Barack Obama's visit to Australia this week will attract some frenzied reporting. We will hear about Obama's limousine, his "body man" and his Blackberry. There will be reports on the wingspan of Air Force One and the number of Secret Service agents in his party. Twitter will go nuts.
Meanwhile in the American press, no Australian cliche will be left behind. But beneath the glitter, there are four pieces of good news to consider during the visit.
First, it marks the 60th anniversary of Australia's alliance with the U.S., an alliance which means Washington gets a reliable ally and Canberra gets a powerful one. There will be significant announcements on closer military co-operation, but the historical fact is just as important.
Second, Obama's presidency has strengthened Australians' regard for the alliance, which sagged badly during the Bush administration. Australians supported Obama's election in 2008 by a ratio of nearly five to one, and our esteem for him has now spread to the alliance with his country. This year's Lowy Institute Poll found 82 per cent of Australians say the alliance is important for Australia's security and 83 per cent say they trust the U.S. to act responsibly in the world.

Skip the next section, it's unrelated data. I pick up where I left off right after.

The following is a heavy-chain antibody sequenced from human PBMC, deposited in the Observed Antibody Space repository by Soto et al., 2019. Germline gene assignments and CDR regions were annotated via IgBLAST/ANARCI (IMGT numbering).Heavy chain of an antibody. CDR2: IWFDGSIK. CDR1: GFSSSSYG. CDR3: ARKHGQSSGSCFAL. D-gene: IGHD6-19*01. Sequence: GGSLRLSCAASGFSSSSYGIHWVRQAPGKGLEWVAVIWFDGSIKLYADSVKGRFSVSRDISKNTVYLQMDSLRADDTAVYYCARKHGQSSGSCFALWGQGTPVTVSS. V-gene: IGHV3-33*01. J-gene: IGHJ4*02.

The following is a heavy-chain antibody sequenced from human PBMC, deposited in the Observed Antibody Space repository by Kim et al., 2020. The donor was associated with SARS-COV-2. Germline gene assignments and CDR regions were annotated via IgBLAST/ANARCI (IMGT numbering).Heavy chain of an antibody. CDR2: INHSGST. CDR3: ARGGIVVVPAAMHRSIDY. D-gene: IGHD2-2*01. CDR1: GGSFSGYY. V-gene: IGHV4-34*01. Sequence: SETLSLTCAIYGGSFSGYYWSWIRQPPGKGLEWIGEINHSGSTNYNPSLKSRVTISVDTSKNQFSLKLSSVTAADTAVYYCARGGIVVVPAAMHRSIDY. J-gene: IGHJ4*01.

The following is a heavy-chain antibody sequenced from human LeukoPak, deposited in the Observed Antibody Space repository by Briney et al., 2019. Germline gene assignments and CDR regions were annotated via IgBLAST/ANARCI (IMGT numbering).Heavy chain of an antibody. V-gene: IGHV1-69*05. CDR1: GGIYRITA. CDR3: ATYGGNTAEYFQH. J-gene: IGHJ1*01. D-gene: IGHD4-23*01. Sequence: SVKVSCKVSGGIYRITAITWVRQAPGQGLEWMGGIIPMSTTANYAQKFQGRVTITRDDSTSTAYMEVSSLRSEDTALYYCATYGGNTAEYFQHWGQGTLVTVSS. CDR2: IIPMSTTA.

The atmospherics of the debate have also changed since Obama's inauguration. Alliance bashers no longer argue, as they did until recently, that the U.S. is a "rogue state" or "the world's most dangerous nation". With George Bush out of the picture, we can see the U.S. more clearly. Perhaps the relationship at the summit is not quite as close as it was a few years ago. But that's no bad thing. You can love an alliance to death; respect and affection are probably more appropriate mindsets for sovereign states.
Third, Obama has been a prudent commander-in-chief. Given Australia's record of fighting beside America in every major conflict of the last century, this is good for us.
Future historians will shake their head as to why, during a period of remarkable global change, Washington decided to invade an Arab country for no obvious reason and spend a decade occupying it. The same historians will despair that Australia went along with this folly, without so much as a peep of official protest.
The Obama template for projecting American power has proven vastly superior to the Bush template. For example, the raid on Osama bin Laden's compound was a patient, intelligence-led, lightning operation against an enemy which had done America enormous harm. It was the opposite of the Iraq operation, which was an instinctive, military-led, lingering invasion.
Finally, Obama's administration is proving attentive to the region in which we live. The president and his officials have been highly conscientious about spending time in the Asia-Pacific. They recognise the U.S. has been too focused on the Middle East and that their future, like ours, will largely be won or lost in Asia. Now the administration is doing its best to extricate itself from the former and concentrate its energies on the latter.